Carolyn White sat on the bloody kitchen floor that night and cradled her son's head in her lap and tried to keep the life from seeping out of him.
''It's Mom,'' she said, frantic for a miracle. ''I'm here, son. Hold on.''
But her son, Joey White, was dying in front of her. He'd been smashed in the head with a tire iron, and then he'd been hit with a shotgun blast, and now there was nothing his mother could do.
''Mom, I love you,'' Joey White said, and then he died.
And Carolyn White looked up from the floor, and she saw her son's murderer, Dan McGowan, as the police handcuffed him and took him away. She thought justice would take care of the rest. She thought her son's life counted for something.
Now she thinks it counts for less than anyone could have imagined.
Joey White and Dan McGowan were friends who'd gone drinking on St. Patrick's Day of 1989. But, on the way home, McGowan drove his car into a curb and blew out a tire.
''I'll drive the rest of the way,'' White said, after he'd put on a spare. ''You're too drunk.''
Instead, words followed, and then fists, and then McGowan picked up the tire iron White had used to fix the flat, and he hit White across the head and left him lying in the road.
Phone calls followed: White called his parents, in North Point Village, asking his father to get him. Meanwhile, McGowan called White's wife, Lisa, and told her this:
''Joey and me had a fight. Send that son of a bitch down here because I'm gonna kill him.''
When White's father took him home, Joey told him, ''I'm going down and settle this with Danny.''
''Settle it tomorrow,'' said William White. ''Please don't go down there tonight.''
But his son was already gone, headed down the block to McGowan's house.
And now, a few minutes later, came another call. William White picked up the phone and heard Dan McGowan say: ''Mr. Will, I shot your freakin' son.''
Joey White was lying on the kitchen floor when his parents bolted into the room. The police were right behind them, alerted by a neighbor who'd heard the shotgun blast. ''I'm sorry, Miss Carolyn,'' Dan McGowan said. ''I didn't mean it, I'm sorry.''
Carolyn White believes McGowan is sorry, but she also believes in fair punishment. Her son's life is over, and McGowan's punishment is about to be over, too.
First, the Baltimore County state's attorney's office allowed McGowan to plea bargain instead of stand trial. Instead of life in prison, McGowan was sentenced to eight years.
A few weeks ago, Baltimore County Circuit Judge John Turnbull reduced that sentence to three years. Since McGowan began serving time last Dec. 13, he'll be eligible for parole in a matter of months.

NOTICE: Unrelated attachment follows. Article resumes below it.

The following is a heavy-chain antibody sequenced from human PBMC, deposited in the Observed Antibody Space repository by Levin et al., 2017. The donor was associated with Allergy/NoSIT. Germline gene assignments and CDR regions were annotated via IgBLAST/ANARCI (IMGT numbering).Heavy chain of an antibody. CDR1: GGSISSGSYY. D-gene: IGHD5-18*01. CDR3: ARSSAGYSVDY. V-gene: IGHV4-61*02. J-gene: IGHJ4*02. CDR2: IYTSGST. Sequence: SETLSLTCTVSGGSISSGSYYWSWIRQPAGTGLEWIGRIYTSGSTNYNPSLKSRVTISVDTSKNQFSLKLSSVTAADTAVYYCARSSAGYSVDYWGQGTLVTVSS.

''I'm not a vindictive person,'' Carolyn White said yesterday, ''but my son's life has to count for something.''
She struggled to hold back tears. This nightmare of a judicial process has left her frazzled. When prosecutors initially told the Whites of their plea bargain plans, the family objected strenuously. The prosecutors said they understood, but they went their own way.
Families deal with emotions; attorneys deal with laws and with case backups, and sometimes the process begins to resemble an assembly line more than a system of justice.
''We didn't do this lightly,'' prosecutor Joan Harris said at the time. ''But the family not wanting it is not a factor. We have to do what we think is appropriate.''
In his sentence-reduction memorandum of two weeks ago, Judge Turnbull said this:
''The court . . . feels 'warehousing' the defendant at the top of the sentencing guidelines is more punishment than necessary.''
Contacted yesterday for further explanation, Judge Turnbull declared his memo ''speaks for itself. I can't say anything more.''
''You can't say anything more,'' he was asked, ''or you won't say anything more?''
''Won't,'' said Turnbull.
He thinks it's not appropriate to say more. A man was murdered, and the killer probably will be set free after a brief time behind bars. A family mourns the loss of a son and feels abandoned by the justice system. These things are deemed appropriate. But explanations are deemed inappropriate.
''It's very unfair,'' Carolyn White said yesterday. ''We have to live with this the rest of our lives -- not just the killing, but the slap on the wrist the killer gets. It's not fair that he shouldn't pay the price.
''You know,'' she said, ''when our children are small, we forgive them but we punish them when they make a mistake, so they won't do it again. One year is not sufficient punishment for taking a life. It just isn't.''
As always, she flashes back to another time, to St. Patrick's Day a year ago, to the kitchen floor at Dan McGowan's house.
''I relive it all the time,'' Carolyn White said. ''When you're sitting on the floor with your son's blood flowing out of him, you never forget it.''
In her mind, though, the criminal justice system already has.